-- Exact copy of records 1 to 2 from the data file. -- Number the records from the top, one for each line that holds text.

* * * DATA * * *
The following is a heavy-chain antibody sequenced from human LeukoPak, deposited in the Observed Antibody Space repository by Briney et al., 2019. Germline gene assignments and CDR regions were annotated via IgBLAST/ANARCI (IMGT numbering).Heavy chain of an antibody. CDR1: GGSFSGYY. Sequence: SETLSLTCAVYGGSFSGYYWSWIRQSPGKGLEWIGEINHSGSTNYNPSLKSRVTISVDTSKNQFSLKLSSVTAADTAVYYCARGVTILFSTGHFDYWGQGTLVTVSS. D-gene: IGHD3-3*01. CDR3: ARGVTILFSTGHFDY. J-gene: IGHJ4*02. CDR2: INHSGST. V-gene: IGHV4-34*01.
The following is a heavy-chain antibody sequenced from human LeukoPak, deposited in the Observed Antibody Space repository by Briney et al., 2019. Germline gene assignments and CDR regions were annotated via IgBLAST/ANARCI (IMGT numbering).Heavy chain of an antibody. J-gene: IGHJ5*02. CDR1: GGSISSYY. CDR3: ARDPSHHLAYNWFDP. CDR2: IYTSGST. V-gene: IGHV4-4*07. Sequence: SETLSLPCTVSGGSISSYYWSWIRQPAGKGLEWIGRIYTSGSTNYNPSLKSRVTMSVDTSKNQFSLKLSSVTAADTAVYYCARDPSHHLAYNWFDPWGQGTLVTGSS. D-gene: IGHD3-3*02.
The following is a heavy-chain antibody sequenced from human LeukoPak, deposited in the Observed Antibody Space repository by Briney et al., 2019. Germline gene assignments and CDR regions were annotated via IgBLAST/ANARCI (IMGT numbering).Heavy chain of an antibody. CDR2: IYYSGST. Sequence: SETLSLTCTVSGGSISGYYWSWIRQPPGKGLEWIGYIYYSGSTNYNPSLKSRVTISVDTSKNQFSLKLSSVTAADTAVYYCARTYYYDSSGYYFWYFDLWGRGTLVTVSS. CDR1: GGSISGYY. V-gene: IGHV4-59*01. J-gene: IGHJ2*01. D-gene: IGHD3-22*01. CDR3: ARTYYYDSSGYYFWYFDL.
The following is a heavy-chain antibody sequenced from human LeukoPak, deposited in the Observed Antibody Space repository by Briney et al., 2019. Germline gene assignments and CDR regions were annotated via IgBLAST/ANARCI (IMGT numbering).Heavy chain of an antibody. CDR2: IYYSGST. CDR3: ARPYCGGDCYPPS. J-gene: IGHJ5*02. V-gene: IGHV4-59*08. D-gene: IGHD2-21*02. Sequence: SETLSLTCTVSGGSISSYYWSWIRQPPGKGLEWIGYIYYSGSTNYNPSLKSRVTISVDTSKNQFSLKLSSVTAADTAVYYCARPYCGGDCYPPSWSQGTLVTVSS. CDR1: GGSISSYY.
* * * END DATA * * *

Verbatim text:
The following is a heavy-chain antibody sequenced from human LeukoPak, deposited in the Observed Antibody Space repository by Briney et al., 2019. Germline gene assignments and CDR regions were annotated via IgBLAST/ANARCI (IMGT numbering).Heavy chain of an antibody. CDR1: GGSFSGYY. Sequence: SETLSLTCAVYGGSFSGYYWSWIRQSPGKGLEWIGEINHSGSTNYNPSLKSRVTISVDTSKNQFSLKLSSVTAADTAVYYCARGVTILFSTGHFDYWGQGTLVTVSS. D-gene: IGHD3-3*01. CDR3: ARGVTILFSTGHFDY. J-gene: IGHJ4*02. CDR2: INHSGST. V-gene: IGHV4-34*01.
The following is a heavy-chain antibody sequenced from human LeukoPak, deposited in the Observed Antibody Space repository by Briney et al., 2019. Germline gene assignments and CDR regions were annotated via IgBLAST/ANARCI (IMGT numbering).Heavy chain of an antibody. J-gene: IGHJ5*02. CDR1: GGSISSYY. CDR3: ARDPSHHLAYNWFDP. CDR2: IYTSGST. V-gene: IGHV4-4*07. Sequence: SETLSLPCTVSGGSISSYYWSWIRQPAGKGLEWIGRIYTSGSTNYNPSLKSRVTMSVDTSKNQFSLKLSSVTAADTAVYYCARDPSHHLAYNWFDPWGQGTLVTGSS. D-gene: IGHD3-3*02.